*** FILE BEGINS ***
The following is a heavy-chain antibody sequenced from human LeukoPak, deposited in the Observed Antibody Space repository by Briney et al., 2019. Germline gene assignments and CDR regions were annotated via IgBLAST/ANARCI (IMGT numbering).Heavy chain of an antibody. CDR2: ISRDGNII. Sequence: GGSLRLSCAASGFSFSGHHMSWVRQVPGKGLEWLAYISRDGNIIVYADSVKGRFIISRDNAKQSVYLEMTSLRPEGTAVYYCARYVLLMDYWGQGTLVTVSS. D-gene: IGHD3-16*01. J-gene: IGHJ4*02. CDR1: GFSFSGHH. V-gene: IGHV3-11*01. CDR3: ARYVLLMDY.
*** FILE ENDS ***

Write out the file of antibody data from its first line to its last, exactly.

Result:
The following is a heavy-chain antibody sequenced from human LeukoPak, deposited in the Observed Antibody Space repository by Briney et al., 2019. Germline gene assignments and CDR regions were annotated via IgBLAST/ANARCI (IMGT numbering).Heavy chain of an antibody. CDR2: ISRDGNII. Sequence: GGSLRLSCAASGFSFSGHHMSWVRQVPGKGLEWLAYISRDGNIIVYADSVKGRFIISRDNAKQSVYLEMTSLRPEGTAVYYCARYVLLMDYWGQGTLVTVSS. D-gene: IGHD3-16*01. J-gene: IGHJ4*02. CDR1: GFSFSGHH. V-gene: IGHV3-11*01. CDR3: ARYVLLMDY.